In genetically dystonic rats, significant up-regulation of corticotrophin releasing hormone receptor 1 (CRH-R1) and plasma membrane calcium ATPase 4 (PMCA4) was detected in Purkinje cells and parallel fibers, respectively (6). CRH, along with other transmitters, is released at climbing fiber synapses (18), and long-term depression (LTD) at the parallel fiber-Purkinje cell synapse may require CRH released by climbing fibers (19). LTD also requires post-synaptic calcium elevation, activation of group 1 metabotropic glutamate receptors and protein kinase C (20). Increased expression of CRH-R1 may represent a compensatory response to a post-synaptic defect of Purkinje cells, while increased expression of PMCA4 may be a marker of increased synaptic activity at parallel fiber synapses on Purkinje cells. PMCAs hydrolyze ATP in the process of translocating calcium from the cytosol. Besides PMCA4, several other genes encoding proteins involved in calcium homeostasis were up-regulated in the dt rat. Defects in Purkinje cell calcium homeostasis appears to be common to most rodent models of dystonia (6;21).
Other work has identified a number of potential binding partners for caytaxin. A proteomic screen found that caytaxin interacts with the carboxyl terminus of Hsp70-interacting protein (CHIP), which was found to efficiently polyubiquitinate caytaxin in vitro, suggesting that it might influence caytaxin degradation in vivo (22). Kidney-type glutaminase (KGA), which converts glutamine to the excitatory neurotransmitter glutamate, was also found to directly bind to caytaxin both in vitro and in vivo. In neuronal cell culture, caytaxin overexpression relocalized KGA from the cell body to neurite terminals suggesting that caytaxin may be involved in regulating appropriate levels of glutamate in axon terminals (5). Although members of the BNIP protein family have been shown to interact with small GTPases (3;4), caytaxin does not bind to Cdc42, Rac1 or RhoA (5).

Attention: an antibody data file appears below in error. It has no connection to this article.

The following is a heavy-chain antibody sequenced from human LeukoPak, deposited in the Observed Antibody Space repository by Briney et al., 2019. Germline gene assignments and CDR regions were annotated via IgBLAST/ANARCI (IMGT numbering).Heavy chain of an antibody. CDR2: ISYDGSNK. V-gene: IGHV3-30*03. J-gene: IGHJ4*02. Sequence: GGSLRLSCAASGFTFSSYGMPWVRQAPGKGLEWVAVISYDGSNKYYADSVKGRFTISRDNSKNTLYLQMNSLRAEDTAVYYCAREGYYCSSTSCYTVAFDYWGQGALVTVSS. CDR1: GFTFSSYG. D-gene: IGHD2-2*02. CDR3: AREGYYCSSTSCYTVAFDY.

Examination of dysregulated genes in the genetically dystonic (dt) rat model provides some insight into the role of caytaxin in cerebellar function. Caytaxin contains a Sec14 domain, which in yeast functions as a phosphatidylinositol transfer protein. Therefore, caytaxin potentially binds to a phosphatidylinositol ligand. In support of this hypothesis, genes encoding the phosphatidylinositol 4-phosphate adaptor protein 1 (Plekha3), phospholipid scramblase 3 (PLSCR3), and inositol polyphosphate phosphatase-like 1 or SH2-containing inositol phosphatase 2 (Inpp1) were upregulated in dt rat cerebellar cortex (6). In addition, genes encoding inositol polyphosphate 1-phosphatase (INPP1), inositol polyphosphate-5-phosphatase A (INPP5A), and frequenin, which appears to bind and stimulate isoforms of phosphatidylinositol 4-kinase (23) are downregulated (6). These data suggest caytaxin may be involved in phosphatidylinositol signaling pathways, and is consistent with data suggesting an involvement in calcium regulation as inositol-1,4,5-triphosphate (IP3) is required for calcium release in Purkinje cell dendritic spines (26) (please see record for new gray). However, the changes in these pathways could be secondary to the abnormalities caused by a deficiency in caytaxin. It is unclear if the C-terminal domain of caytaxin is merely a protein-protein interaction domain or if the CRAL-TRIO motif is functional as well. Further studies need to be made to determine if caytaxin is able to bind to small lipophilic molecules. In addition, a number of other genes are dysregulated in dt rats including some encoding proteins involved in apoptosis, protein folding and extracellular matrix interactions. Although caytaxin has homology to BNIP-2 and similar proteins that are involved in apoptosis, no evidence of enhanced apoptosis was seen in mutant mice (1).